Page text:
Founded in 1914, the Baltimore Museum of Art has a collection of over 90,000 objects, including the largest holding of works by Henry Matisse in the world. Visitors can explore the artwork in the 210,000-square-foot 1920s building or explore three acres of modern and contemporary art in the BMA Sculpture Garden.
Reginald F. Lewis Museum
Address: 830 E Pratt Street
Admission: $6 - $8 (Check website for details)
Hours: Wednesday to Saturday, 10 am – 5 pm; Sunday, 12 pm – 5 pm
An affiliate of the Smithsonian Institute, the Reginald F. Lewis Museum collects, preserves, interprets, documents, and exhibits the contributions of African American Marylanders throughout history. The museum has over 13,000-square-feet of exhibit space and hosts educational workshops and activities for children and adults daily.
The Walters Art Museum
Address: 600 N Charles Street
Hours: Wednesday to Sunday, 10 am – 5 pm; Thursday, 10 am – 9 pm
The original collection of the Walters Art Museum was donated by Henry Walters (1848-1931) upon his death “for the benefit of the public.” His 22,000-work collection of Islamic, Russian, and Near East Art has since expanded to include more than 36,000-works that highlight ancient Mediterranean, African, East Asian, Middle Eastern, American, and more artistic works.
The Baltimore Civil War Museum is situated in the President Street Station, the terminus of the Philadelphia, Wilmington & Baltimore Railroad. Built-in 1849, it witnessed the first bloodshed of the Civil War on April 19, 1861, when Southern sympathizers clashed with Massachusetts volunteers en route to Washington. Before the war, it was also a stop on the Underground Railroad. This museum illustrates Baltimore’s role before and during the Civil War while also covering Maryland’s railroad history.
Opened in 1995, the American Visionary Art Museum specializes in preserving and displaying outsider art, art created by self-taught and amateur artists with non-traditional themes and/or materials, and visionary art, art that attempts to portray spiritual or mystical themes. The museum has been designated by Congress as America’s national museum for visionary art.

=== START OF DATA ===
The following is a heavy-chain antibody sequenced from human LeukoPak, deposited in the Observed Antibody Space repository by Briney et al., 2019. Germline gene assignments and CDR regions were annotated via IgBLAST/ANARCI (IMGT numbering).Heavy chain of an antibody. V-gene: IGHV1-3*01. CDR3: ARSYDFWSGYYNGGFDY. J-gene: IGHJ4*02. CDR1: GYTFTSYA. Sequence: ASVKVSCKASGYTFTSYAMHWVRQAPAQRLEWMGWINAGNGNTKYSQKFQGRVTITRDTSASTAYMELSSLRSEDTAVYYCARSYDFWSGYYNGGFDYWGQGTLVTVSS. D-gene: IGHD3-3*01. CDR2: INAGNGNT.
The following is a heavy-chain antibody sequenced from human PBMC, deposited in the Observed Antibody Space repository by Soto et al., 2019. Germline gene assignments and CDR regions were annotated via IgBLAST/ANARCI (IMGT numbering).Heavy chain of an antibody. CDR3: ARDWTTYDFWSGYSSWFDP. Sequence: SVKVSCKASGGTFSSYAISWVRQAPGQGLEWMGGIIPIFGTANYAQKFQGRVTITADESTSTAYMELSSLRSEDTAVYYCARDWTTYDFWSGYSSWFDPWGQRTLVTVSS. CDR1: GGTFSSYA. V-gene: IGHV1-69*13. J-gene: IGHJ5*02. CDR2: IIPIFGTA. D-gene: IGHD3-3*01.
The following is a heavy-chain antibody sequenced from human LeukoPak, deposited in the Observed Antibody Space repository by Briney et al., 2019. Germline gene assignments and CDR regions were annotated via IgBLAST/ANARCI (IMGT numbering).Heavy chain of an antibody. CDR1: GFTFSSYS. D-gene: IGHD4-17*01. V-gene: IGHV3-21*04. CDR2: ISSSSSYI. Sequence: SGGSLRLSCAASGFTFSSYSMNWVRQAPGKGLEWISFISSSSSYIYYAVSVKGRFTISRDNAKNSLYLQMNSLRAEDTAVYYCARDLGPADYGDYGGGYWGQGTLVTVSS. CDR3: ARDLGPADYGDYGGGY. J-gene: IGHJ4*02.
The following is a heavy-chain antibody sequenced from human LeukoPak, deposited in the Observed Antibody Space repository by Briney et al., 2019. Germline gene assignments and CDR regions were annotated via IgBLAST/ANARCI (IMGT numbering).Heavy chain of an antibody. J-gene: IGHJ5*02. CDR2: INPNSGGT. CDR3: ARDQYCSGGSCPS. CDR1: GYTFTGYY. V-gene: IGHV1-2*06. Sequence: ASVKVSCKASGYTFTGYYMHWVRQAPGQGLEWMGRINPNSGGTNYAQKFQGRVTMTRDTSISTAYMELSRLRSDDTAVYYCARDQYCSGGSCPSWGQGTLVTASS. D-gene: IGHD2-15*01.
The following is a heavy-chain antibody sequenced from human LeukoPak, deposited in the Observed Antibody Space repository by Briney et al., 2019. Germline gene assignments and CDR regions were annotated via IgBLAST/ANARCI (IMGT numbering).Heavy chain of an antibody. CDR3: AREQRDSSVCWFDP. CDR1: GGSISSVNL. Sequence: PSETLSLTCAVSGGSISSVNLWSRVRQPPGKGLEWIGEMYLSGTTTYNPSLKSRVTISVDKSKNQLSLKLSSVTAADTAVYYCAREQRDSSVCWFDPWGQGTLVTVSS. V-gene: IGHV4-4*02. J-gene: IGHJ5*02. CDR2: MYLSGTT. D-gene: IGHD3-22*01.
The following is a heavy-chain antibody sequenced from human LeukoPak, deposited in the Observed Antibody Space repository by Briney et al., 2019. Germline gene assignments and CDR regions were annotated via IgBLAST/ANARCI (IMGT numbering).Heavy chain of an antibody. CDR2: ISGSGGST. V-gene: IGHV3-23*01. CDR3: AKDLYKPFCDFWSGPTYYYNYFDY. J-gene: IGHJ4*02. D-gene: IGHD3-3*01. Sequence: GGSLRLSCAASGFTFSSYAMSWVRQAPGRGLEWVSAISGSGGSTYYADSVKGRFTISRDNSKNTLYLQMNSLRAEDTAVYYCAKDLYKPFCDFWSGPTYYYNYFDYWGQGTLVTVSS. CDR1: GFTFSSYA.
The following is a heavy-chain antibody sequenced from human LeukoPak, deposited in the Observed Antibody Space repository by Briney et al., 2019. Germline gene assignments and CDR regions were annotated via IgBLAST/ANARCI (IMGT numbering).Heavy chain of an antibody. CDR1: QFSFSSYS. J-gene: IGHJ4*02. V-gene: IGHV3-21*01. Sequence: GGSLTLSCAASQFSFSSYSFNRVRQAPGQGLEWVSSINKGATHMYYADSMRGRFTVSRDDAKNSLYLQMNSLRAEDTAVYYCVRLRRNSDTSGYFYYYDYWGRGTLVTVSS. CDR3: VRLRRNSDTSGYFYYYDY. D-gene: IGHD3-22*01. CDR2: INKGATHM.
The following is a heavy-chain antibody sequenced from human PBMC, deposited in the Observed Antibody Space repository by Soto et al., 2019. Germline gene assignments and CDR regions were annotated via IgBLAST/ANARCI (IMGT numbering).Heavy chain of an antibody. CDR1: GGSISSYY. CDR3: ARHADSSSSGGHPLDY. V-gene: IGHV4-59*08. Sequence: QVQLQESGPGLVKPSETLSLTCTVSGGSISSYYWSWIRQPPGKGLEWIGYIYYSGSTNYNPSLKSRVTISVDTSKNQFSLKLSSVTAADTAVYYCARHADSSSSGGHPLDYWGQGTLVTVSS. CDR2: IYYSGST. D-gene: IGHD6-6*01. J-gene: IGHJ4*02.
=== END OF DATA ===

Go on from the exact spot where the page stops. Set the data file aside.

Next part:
Located in Baltimore Harbor, stop and visit the USS Constellation, the LV116 Chesapeake, USS Torsk, USCGC Taney, and the Seven Foot Knoll Lighthouse. The ships and lighthouse highlight different portions of Maryland’s naval and maritime history.
Preserved by Poe Baltimore, the Edgar Allan Poe House is the site where Poe wrote several of his early short stories and poems. The house is preserved to remember the life of one of Baltimore’s famous literary legacies.
The Star-Spangled Banner Flag House is where Mary Pickersgill with help from her daughter, her niece, and Grace Wisher, an African-American indentured servant, sewed the only official flag with fifteen stars and fifteen stripes in 1813. This flag flew over Fort McHenry during the Battle of Baltimore on September 13-14, 1814, and was the inspiration for Francis Scott Key’s poem “Defence of Fort M’Henry,” which eventually became the lyrics to the Star-Spangled Banner. This house explores Mary Pickersgill’s life and the legacy of the flag she sewed.
Located in the inner Baltimore Harbor, the Maryland Science Center makes science fun and engaging for the whole family with three levels of exhibits, a planetarium, an IMAX theater, and an observatory.
With over 1.5 million visitors a year, the National Aquarium is the largest tourist attraction in Maryland. Home to over 750 species of underwater creations, visitors can watch dolphins play in the water, learn more about jellyfish, and watch fish swimming in over 2.2 million gallons of water.